The moral call for action for this war was not made by Putin or his generals.  It was made by Volodymyr Zelenskyy in rebuffing President Biden's offer of sending a rescue plane for him as the Russians poured over the border.  "I don't need tickets.  I need ammunition."

It was a moral take-down of the attacking Russians and establishing the fierce insurgent spirit of the Ukrainians – not as victims, but rather as freedom fighters, spoiling for this fight.  It had a magnetic effect on those who would have sympathized with the Ukrainians, but now could be cheering them on, joining in emotionally. 

Indeed, the Zelenskyy presidency has been an assault on the incumbent corruption in his government and the existing image of the country.  One of his first acts was to remove the immunity from legal prosecution government members had previously enjoyed.  A next measure was for all cabinet members to remove his portrait from their office walls and replace them with pictures of their kids: "This is who we're fighting for!"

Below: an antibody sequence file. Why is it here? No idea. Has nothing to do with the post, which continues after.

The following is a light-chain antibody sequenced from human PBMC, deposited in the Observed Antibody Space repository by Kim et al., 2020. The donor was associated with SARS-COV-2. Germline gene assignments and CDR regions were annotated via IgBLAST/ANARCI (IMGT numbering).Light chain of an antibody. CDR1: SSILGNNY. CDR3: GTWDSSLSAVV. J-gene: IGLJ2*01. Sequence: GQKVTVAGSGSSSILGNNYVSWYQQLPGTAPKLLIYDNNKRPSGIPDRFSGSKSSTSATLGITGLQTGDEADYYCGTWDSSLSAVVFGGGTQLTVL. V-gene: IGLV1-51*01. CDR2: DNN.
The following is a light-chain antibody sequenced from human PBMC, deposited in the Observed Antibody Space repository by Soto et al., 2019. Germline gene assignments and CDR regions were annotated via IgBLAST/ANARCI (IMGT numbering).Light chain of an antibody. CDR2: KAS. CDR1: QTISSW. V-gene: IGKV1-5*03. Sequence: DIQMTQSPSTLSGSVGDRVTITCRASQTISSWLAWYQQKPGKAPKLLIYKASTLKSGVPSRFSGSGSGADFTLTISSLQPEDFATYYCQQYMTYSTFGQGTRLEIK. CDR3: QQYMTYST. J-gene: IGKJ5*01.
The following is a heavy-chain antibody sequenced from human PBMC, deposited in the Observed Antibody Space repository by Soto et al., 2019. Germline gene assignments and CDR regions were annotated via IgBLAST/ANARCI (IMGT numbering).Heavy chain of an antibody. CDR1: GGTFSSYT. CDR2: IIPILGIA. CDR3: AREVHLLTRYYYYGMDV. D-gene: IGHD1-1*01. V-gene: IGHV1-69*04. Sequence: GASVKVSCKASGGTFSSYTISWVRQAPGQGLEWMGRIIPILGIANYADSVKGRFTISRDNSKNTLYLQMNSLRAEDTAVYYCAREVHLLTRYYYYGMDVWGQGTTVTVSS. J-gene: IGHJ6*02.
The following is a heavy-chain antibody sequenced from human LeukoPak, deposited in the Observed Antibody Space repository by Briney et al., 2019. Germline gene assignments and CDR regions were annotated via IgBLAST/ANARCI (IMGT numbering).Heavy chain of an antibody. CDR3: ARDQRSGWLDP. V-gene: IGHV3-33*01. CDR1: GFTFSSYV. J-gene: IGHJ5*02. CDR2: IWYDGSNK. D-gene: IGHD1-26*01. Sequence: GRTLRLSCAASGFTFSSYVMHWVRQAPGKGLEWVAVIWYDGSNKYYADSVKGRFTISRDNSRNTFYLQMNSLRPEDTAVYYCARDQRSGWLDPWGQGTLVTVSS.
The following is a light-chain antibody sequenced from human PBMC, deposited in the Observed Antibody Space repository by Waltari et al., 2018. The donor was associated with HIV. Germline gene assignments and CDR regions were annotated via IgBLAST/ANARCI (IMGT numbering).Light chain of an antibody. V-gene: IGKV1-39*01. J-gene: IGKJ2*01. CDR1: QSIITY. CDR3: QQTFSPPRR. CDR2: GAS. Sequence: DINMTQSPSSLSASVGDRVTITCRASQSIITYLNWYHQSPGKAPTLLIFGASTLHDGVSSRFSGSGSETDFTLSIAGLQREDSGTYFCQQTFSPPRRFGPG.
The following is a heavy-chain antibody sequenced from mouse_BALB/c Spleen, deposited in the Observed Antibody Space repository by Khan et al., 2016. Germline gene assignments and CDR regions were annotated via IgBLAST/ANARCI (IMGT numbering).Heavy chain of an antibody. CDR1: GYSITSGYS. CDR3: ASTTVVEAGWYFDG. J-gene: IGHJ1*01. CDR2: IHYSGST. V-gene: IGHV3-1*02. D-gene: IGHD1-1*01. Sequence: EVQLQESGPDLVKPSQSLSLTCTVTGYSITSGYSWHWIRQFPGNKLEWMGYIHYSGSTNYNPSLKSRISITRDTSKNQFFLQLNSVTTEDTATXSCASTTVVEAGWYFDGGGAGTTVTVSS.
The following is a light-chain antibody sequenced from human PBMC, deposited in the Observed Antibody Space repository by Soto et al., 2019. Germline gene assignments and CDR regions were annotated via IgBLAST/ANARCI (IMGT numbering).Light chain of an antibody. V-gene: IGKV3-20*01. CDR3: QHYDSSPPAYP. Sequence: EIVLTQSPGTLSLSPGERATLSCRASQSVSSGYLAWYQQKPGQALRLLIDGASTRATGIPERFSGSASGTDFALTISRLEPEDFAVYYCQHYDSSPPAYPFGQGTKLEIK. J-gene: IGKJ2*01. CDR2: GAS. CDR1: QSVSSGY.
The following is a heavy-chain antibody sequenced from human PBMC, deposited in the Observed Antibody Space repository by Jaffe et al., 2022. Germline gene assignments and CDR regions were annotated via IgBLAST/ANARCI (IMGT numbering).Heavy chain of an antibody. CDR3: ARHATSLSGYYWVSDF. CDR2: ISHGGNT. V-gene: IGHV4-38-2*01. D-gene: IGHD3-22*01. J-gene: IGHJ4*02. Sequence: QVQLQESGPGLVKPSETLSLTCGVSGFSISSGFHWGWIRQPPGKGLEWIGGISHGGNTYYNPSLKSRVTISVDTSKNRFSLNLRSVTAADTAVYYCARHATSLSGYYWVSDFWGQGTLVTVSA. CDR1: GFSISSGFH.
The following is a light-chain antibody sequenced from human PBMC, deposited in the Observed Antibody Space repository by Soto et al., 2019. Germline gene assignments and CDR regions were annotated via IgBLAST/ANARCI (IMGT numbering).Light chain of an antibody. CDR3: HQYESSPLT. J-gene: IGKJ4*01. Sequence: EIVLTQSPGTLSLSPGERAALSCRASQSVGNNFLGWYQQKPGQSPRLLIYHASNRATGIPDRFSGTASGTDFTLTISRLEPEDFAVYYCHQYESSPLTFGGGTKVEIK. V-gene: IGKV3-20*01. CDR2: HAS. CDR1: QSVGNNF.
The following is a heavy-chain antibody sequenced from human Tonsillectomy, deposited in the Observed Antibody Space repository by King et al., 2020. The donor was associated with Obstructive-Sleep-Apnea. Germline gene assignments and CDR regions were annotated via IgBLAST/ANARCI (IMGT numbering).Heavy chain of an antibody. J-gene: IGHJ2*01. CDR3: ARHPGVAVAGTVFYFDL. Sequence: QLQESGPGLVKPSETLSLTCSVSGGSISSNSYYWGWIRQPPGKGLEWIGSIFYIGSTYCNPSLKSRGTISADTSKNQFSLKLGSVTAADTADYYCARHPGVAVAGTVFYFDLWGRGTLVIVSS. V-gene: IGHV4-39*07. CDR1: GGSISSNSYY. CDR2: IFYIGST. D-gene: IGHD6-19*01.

This is a war for Ukraine to redefine itself for its own citizens and for the world.  And, as Napoleon said, "Moral resources are three times as important as material resources in war." 

For his part, Putin made a meandering speech about his personal view of Russian history as a mandate for this "special military operation" that left most people scratching their heads. When was Ukraine ever a part of Russia?  Khrushchev was too much of a softie?  Huh?

Incumbents are heritage-driven.  Their future strategy and sense of destiny are set in the past and in their past glory ("That's the way we do it, because that's the way we've always done it.").


Insurgents are vision-driven – with strategy designed to attain that vision of a better world.   

In an autocracy, as Russia has been for at least twelve of Putin's twenty-two years in power, the leader grows more and more impatient with disagreement.  It's an irritant. So, the autocrat winnows down his advisory circle to the "yes men," the sycophants who will not only agree with but celebrate his every idea and action.  We've all seen this same situation elsewhere in politics and in business over the years. 

Of course, eliminating contrarian thought creates incredible vulnerability for any institution.  Clarity seldom emanates from a bunker. Unadulterated bad news seldom finds its way safely to the BIG GUY's office.  The autocrat is eventually surrounded by dimwits and removed further and further from reality.